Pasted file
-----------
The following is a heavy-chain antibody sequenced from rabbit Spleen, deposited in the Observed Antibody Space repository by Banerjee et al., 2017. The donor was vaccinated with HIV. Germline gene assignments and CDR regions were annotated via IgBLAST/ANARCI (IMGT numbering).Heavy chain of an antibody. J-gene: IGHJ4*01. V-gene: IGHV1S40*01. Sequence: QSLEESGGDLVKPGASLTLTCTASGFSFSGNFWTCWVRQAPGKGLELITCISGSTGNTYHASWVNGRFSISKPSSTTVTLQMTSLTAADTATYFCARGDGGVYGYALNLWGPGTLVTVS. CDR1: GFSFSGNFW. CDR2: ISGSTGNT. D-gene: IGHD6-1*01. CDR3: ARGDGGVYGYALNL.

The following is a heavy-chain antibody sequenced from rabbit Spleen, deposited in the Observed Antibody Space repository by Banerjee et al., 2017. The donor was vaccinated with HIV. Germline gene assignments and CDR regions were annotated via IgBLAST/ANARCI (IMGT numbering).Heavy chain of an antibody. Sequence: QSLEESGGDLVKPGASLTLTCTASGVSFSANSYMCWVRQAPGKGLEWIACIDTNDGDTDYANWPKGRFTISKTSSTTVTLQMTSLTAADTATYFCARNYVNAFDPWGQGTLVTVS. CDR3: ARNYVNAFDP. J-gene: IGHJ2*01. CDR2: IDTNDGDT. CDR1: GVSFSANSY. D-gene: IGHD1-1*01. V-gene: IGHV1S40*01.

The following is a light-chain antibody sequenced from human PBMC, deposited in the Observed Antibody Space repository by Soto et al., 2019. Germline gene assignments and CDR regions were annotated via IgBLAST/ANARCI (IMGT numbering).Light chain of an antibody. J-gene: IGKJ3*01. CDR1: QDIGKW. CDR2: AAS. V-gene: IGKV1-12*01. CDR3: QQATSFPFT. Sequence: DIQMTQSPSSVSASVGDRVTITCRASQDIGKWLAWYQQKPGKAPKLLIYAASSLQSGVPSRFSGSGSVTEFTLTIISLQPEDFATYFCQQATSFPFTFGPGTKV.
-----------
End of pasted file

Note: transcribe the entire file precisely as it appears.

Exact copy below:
The following is a heavy-chain antibody sequenced from rabbit Spleen, deposited in the Observed Antibody Space repository by Banerjee et al., 2017. The donor was vaccinated with HIV. Germline gene assignments and CDR regions were annotated via IgBLAST/ANARCI (IMGT numbering).Heavy chain of an antibody. J-gene: IGHJ4*01. V-gene: IGHV1S40*01. Sequence: QSLEESGGDLVKPGASLTLTCTASGFSFSGNFWTCWVRQAPGKGLELITCISGSTGNTYHASWVNGRFSISKPSSTTVTLQMTSLTAADTATYFCARGDGGVYGYALNLWGPGTLVTVS. CDR1: GFSFSGNFW. CDR2: ISGSTGNT. D-gene: IGHD6-1*01. CDR3: ARGDGGVYGYALNL.

The following is a heavy-chain antibody sequenced from rabbit Spleen, deposited in the Observed Antibody Space repository by Banerjee et al., 2017. The donor was vaccinated with HIV. Germline gene assignments and CDR regions were annotated via IgBLAST/ANARCI (IMGT numbering).Heavy chain of an antibody. Sequence: QSLEESGGDLVKPGASLTLTCTASGVSFSANSYMCWVRQAPGKGLEWIACIDTNDGDTDYANWPKGRFTISKTSSTTVTLQMTSLTAADTATYFCARNYVNAFDPWGQGTLVTVS. CDR3: ARNYVNAFDP. J-gene: IGHJ2*01. CDR2: IDTNDGDT. CDR1: GVSFSANSY. D-gene: IGHD1-1*01. V-gene: IGHV1S40*01.

The following is a light-chain antibody sequenced from human PBMC, deposited in the Observed Antibody Space repository by Soto et al., 2019. Germline gene assignments and CDR regions were annotated via IgBLAST/ANARCI (IMGT numbering).Light chain of an antibody. J-gene: IGKJ3*01. CDR1: QDIGKW. CDR2: AAS. V-gene: IGKV1-12*01. CDR3: QQATSFPFT. Sequence: DIQMTQSPSSVSASVGDRVTITCRASQDIGKWLAWYQQKPGKAPKLLIYAASSLQSGVPSRFSGSGSVTEFTLTIISLQPEDFATYFCQQATSFPFTFGPGTKV.